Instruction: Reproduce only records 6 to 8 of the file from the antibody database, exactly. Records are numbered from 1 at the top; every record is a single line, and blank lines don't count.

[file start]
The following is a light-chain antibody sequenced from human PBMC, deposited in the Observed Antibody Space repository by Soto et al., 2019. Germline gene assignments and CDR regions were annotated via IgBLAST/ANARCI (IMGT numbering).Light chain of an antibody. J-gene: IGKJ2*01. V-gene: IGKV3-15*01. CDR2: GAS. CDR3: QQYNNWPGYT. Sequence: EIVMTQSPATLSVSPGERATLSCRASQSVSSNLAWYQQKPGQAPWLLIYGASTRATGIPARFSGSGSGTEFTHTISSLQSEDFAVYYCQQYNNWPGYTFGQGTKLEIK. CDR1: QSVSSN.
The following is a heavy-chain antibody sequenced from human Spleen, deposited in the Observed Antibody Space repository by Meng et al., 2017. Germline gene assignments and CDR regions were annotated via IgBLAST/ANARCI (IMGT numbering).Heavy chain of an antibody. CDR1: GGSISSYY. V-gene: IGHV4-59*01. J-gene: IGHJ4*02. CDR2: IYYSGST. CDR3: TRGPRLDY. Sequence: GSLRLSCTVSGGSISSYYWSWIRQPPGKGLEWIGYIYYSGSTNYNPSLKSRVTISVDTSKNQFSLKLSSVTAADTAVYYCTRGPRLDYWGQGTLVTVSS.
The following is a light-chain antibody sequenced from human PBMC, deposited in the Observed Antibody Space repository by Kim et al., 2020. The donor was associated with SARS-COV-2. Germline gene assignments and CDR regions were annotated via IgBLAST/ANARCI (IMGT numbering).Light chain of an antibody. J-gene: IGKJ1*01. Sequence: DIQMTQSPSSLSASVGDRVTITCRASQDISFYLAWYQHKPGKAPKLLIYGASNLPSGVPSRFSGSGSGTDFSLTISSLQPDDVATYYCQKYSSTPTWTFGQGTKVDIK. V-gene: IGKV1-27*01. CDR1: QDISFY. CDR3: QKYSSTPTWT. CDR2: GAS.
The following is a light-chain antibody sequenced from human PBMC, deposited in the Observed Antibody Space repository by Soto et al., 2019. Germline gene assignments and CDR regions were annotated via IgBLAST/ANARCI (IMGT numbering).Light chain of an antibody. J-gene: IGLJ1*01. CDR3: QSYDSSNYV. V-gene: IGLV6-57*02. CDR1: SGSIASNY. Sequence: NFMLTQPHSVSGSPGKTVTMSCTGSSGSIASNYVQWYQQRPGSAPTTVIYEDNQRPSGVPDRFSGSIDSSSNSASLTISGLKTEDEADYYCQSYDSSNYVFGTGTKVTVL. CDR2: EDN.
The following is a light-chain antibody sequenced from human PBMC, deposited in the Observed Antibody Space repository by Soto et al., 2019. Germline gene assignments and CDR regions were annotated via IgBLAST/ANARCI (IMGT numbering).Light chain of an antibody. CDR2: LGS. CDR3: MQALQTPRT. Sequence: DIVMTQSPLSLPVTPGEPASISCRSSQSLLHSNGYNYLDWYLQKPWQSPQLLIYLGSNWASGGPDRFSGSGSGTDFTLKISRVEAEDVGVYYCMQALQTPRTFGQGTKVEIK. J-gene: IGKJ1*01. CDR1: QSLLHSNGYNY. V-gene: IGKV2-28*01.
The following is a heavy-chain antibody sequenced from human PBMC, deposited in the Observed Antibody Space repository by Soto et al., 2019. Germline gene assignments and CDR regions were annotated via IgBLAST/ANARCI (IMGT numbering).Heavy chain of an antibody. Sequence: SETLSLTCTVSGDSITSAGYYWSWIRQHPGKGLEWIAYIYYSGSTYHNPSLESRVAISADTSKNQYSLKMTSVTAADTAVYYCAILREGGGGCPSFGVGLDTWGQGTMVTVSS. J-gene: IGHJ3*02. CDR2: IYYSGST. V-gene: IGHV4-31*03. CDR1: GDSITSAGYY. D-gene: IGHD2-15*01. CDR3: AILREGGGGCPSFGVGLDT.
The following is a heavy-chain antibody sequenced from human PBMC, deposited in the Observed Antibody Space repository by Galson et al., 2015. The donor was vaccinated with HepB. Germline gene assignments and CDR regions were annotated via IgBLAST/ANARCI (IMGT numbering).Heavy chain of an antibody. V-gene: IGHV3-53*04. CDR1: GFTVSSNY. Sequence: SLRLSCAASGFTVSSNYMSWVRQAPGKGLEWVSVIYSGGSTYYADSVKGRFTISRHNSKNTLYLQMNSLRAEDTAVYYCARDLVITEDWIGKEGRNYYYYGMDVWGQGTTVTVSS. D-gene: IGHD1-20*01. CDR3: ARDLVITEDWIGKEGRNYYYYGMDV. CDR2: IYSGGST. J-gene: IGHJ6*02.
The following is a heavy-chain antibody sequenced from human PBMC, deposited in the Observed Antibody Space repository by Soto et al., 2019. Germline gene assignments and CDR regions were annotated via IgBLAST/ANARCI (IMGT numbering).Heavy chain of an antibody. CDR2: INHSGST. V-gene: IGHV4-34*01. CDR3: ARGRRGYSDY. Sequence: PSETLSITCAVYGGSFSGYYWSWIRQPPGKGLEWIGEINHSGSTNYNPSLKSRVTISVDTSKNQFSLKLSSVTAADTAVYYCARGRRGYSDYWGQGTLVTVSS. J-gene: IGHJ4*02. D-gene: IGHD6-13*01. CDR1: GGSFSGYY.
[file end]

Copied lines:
The following is a heavy-chain antibody sequenced from human PBMC, deposited in the Observed Antibody Space repository by Soto et al., 2019. Germline gene assignments and CDR regions were annotated via IgBLAST/ANARCI (IMGT numbering).Heavy chain of an antibody. Sequence: SETLSLTCTVSGDSITSAGYYWSWIRQHPGKGLEWIAYIYYSGSTYHNPSLESRVAISADTSKNQYSLKMTSVTAADTAVYYCAILREGGGGCPSFGVGLDTWGQGTMVTVSS. J-gene: IGHJ3*02. CDR2: IYYSGST. V-gene: IGHV4-31*03. CDR1: GDSITSAGYY. D-gene: IGHD2-15*01. CDR3: AILREGGGGCPSFGVGLDT.
The following is a heavy-chain antibody sequenced from human PBMC, deposited in the Observed Antibody Space repository by Galson et al., 2015. The donor was vaccinated with HepB. Germline gene assignments and CDR regions were annotated via IgBLAST/ANARCI (IMGT numbering).Heavy chain of an antibody. V-gene: IGHV3-53*04. CDR1: GFTVSSNY. Sequence: SLRLSCAASGFTVSSNYMSWVRQAPGKGLEWVSVIYSGGSTYYADSVKGRFTISRHNSKNTLYLQMNSLRAEDTAVYYCARDLVITEDWIGKEGRNYYYYGMDVWGQGTTVTVSS. D-gene: IGHD1-20*01. CDR3: ARDLVITEDWIGKEGRNYYYYGMDV. CDR2: IYSGGST. J-gene: IGHJ6*02.
The following is a heavy-chain antibody sequenced from human PBMC, deposited in the Observed Antibody Space repository by Soto et al., 2019. Germline gene assignments and CDR regions were annotated via IgBLAST/ANARCI (IMGT numbering).Heavy chain of an antibody. CDR2: INHSGST. V-gene: IGHV4-34*01. CDR3: ARGRRGYSDY. Sequence: PSETLSITCAVYGGSFSGYYWSWIRQPPGKGLEWIGEINHSGSTNYNPSLKSRVTISVDTSKNQFSLKLSSVTAADTAVYYCARGRRGYSDYWGQGTLVTVSS. J-gene: IGHJ4*02. D-gene: IGHD6-13*01. CDR1: GGSFSGYY.